The tanned stock is rinsed in water and hung to air dry. The shrinkage temperature of the tanned stock is 69.5° C. and the exhaust efficiency 91% polymer uptake. The air dry leather is full, white with a pleasant handle with little or no crackiness of the grain. The resistance to detannage of this leather is considerably superior to that of the leather tanned with polymethacrylic acid (Mw-4700) as prepared in Example 2. Extracting pieces of the tanned leather by stirring in distilled water while maintaining an equilibrium pH of 7.0, by steady addition of standard alkali, indicates that orly 8.5% of the polymer within the leather is extracted as compared to the 23% extracted from the leather tanned with polymethacrylic acid. Moreover, there is no recorded loss of hydrothermal stability and the washed leather pieces retains reasonable leather-like properties.
The procedure described in Example 1 is followed exactly, with the exception that 400 g of the solution prepared as described in Example D is used as the tanning agent. A full, white leather is obtained which exhibited significant crackiness of the grain when flexed, in particular, as conditioning at low relative humidity. The shrinkage temperature of the leather obtained is 76° C. and the exhaust efficiency 84% polymer uptake. The resistance to detannage as measured by the extraction test previously described shows that 23% of the polymer, originally within the leather, is removed, accompanied by a fall in shrinkage temperature to 67° C. and considerable loss of leather-like properties.
The procedure described in Example 1 is followed exactly with the exception that 400 g of the solution prepared as described in Example A is used as the tanning agent. The penetration of the copolymer into the skin is slower, the shrinkage temperature of the leather obtained is 69° C. and the exhaust efficiency lower at 70% polymer uptake.
The leather obtained is quite full and flexible but exhibits some grain crackiness. In general, it is inferior to the leather obtained in Example 1.
The procedure described in Example 1 is followed exactly with the exception that 400 g of the solution prepared as described in Example C is used as the tanning agent. The shrinkage temperatue of the leather obtained is 68° C. and the exhaust efficency 74% polymer uptake. The leather obtained has a slightly empty feel with a tendency for grain crack. It is also much less resistant to detannage by washing with alkali when compared to the leather obtained in Example 1.
The procedure described in Example 1 is followed exactly with the exception that 400 g of the solution prepared as described in Example E is used as the tanning agent. A white full leather is obtained which exhibited significant crackiness of the grain upon flexing. The shrinkage temperature of the leather is 73° C. and the exhaust efficiency is 84% polymer uptake. The resistance to detannage as measured by the extraction test previously described shows that 12.8% of the polymer, originally in the leather, is removed accompanied by a fall in shrinkage temperature to 69° C. The washed leather is still white, but more brittle than the original.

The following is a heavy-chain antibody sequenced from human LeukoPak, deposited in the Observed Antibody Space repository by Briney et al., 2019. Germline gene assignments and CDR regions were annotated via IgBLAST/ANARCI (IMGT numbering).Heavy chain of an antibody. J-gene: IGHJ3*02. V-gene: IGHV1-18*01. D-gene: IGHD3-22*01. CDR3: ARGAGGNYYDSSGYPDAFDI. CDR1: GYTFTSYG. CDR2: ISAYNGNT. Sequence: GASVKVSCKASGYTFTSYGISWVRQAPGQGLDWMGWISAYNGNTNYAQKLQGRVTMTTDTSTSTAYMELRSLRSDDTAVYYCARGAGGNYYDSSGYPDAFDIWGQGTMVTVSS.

The solution prepared as described in Example B is used as a pretannage prior to the drum application of vegetable tannage in sole leather processing. This pretannage assists in the retention of an exceptionally smooth grain, a desirable feature for sole leather.
The solution prepared as described in Example B is used in conjunction with vegetable tanning materials in the pit or vat processing of the leather. A leather with an exceptionally smooth grain and pale color is obtained.
The solution prepared as described in Example B is used in combination tannages with metal salts based on aluminum, zirconium, copper and chromium to produce white or pale blue leather which have shrinkage temperatures in excess of 90° C.
The solution prepared as described in Example B is used in the retannage of zirconium or chromium tanned leathers either alone or in combination with metal salts based on aluminum, chromium, or zirconium. An improved leather is obtained which has an exceptionally smooth grain.
Surprisingly, study of the molecular weight distribution of tanning liquors of the copclymers of this invention (e.g. Example A, Mw 3700, Example B, Mw 5700, and Example C, Mw 9800) during the tanning process, indicates there is a preferential uptake of copolymer molecules lying within the weight average molecular weight range 3500-9000. The best leathers and tanning exhaust efficiencies among Examples A, B and C are obtained with Example B, Mw 5700. A copolymer with weight average molecular weight within the range of 4000-7500 is preferred for optimum tanning performance.
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|U.S. Classification||8/94.33, 8/94.21|
|International Classification||C14C3/22, C14C3/18|
|Apr 19, 1985||AS||Assignment|
Owner name: ROHM AND HAAS COMPANY, INDEPENDENCE MALL WEST, PHI
Free format text: ASSIGNMENT OF ASSIGNORS INTEREST.;ASSIGNORS:PRENTISS, WILLIAM C.;PRICE, DAVID N.;REEL/FRAME:004389/0494
Effective date: 19830202
|Jul 29, 1986||CC||Certificate of correction|
|Nov 16, 1988||FPAY||Fee payment|
Year of fee payment: 4
|Nov 13, 1992||FPAY||Fee payment|
Year of fee payment: 8
|Feb 4, 1997||REMI||Maintenance fee reminder mailed|
|Jun 29, 1997||LAPS||Lapse for failure to pay maintenance fees|
|Sep 9, 1997||FP||Expired due to failure to pay maintenance fee|
Effective date: 19970702